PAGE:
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 Post subject: Gunpla Photography Tips.
 Post Posted: Wed Apr 14, 2010 10:15 pm 
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Creepy Bishonen
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As the topic states does anyone have any tips for taking good pictures of my gunpla without them getting ridiculously blurry and other stuff that would cause the picture to result in pretty much nothing but garbage filler. Please and thanks.

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 Post Posted: Wed Apr 14, 2010 11:18 pm 
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use a standard background, like a sheet or a large cardboard box

don't get super close, if you are too close to the model the camera will often think your trying to take a picture of something farther away. Take a picture from a distance then crop and zoom in on the model later.

finnaly for mettalic kits, IE Hyaku Shiki or Harry's Sumo, do not use a flash get to a well lit area and take the picture.

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 Post Posted: Thu Apr 15, 2010 1:45 pm 
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Read through this: http://gamerabaenre.com/photography.htm

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 Post Posted: Fri Apr 16, 2010 10:30 am 
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The aforementioned article is somewhat moot if you don't have the right equipment. I have taken a couple of college art photography courses. The type of camera you are using is paramount to this. If you are using your cell phone's camera then you are just causing yourself trouble. I also doubt most of you would be using a film camera for this so I'll keep this to specific camera types. I would suggest a digital SLR (single lens reflex) style camera. Namely because even if its an older one it will do the job without much trouble and they usually have good auto settings so you just need to stick it on your tripod, adjust focus and shoot.

However most use whats refered to as the digital box camera, the most common thing you can find in stores for cheap as I assume that cost is a factor. with these it takes some doing because of menus BUT depending on the cost you could have a problem with parallax. from my memory most of the $5 cheapies only have a digital screen reading out its f-stop and how many pics you've taken. I would suggest taking a close look at the camera you use and its manual to see how it works before you decide to use it for your model pics.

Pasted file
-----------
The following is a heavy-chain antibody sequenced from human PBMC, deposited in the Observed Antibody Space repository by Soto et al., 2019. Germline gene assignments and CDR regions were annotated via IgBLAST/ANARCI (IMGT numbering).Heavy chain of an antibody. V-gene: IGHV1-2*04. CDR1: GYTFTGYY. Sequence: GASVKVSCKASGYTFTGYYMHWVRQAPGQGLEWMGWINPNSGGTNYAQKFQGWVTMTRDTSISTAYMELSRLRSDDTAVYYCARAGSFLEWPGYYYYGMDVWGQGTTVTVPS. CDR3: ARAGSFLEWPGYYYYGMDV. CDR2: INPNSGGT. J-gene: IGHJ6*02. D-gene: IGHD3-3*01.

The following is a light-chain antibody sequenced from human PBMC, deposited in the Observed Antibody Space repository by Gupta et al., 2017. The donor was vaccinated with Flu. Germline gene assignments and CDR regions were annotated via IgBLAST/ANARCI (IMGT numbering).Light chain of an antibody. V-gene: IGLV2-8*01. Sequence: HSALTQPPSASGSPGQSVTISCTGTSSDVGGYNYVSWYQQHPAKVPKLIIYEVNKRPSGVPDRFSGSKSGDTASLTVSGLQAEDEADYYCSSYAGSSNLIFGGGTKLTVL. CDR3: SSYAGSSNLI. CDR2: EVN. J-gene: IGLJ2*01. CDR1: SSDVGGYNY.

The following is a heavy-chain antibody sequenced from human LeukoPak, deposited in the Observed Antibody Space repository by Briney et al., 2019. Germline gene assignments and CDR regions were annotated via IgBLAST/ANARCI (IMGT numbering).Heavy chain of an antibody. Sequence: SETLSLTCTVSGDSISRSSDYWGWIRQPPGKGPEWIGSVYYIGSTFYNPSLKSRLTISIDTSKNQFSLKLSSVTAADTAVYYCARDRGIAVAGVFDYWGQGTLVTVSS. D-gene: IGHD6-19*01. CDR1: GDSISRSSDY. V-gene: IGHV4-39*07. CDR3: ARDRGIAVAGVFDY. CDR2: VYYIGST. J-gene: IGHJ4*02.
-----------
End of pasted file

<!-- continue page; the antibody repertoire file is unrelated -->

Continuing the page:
For those who don't know what parallax is its a fault of twin lens cameras and when they take close range pictures. Namely the closer you get the higher chance you are off base on the picture. Most of you won't have to worry about this because most of your cameras have an LCD screen showing you exactly what the main lens sees. I will take any further questions on this subject as well.

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 Post Posted: Fri Apr 16, 2010 11:24 am 
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hmm... I've never taken any classes on photography; but I do build models, and I do take pictures of my kits, and based on my own experience, I wrote the little tutorial in hopes of helping others. But what the hell do I know, I've just only taken thousands of pictures of models using your simple every day digital camera - never once having stepped foot into an art photography class.

But thanks for your post, as it truly helped me understand what I was lacking in my photography, and directly answers the original posters request for tips.

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 Post Posted: Fri Apr 16, 2010 1:04 pm 
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Mysterious Masked Dude
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ulnhyrr wrote:
hmm... I've never taken any classes on photography; but I do build models, and I do take pictures of my kits, and based on my own experience, I wrote the little tutorial in hopes of helping others. But what the hell do I know, I've just only taken thousands of pictures of models using your simple every day digital camera - never once having stepped foot into an art photography class.

But thanks for your post, as it truly helped me understand what I was lacking in my photography, and directly answers the original posters request for tips.


I didn't mean it as an insult, I just wanted to help people think about the actual camera they use for it. Particularly so they can get the same quality you do out of your pics. I'm sorry if it seemed harsh.

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 Post Posted: Fri Apr 16, 2010 1:22 pm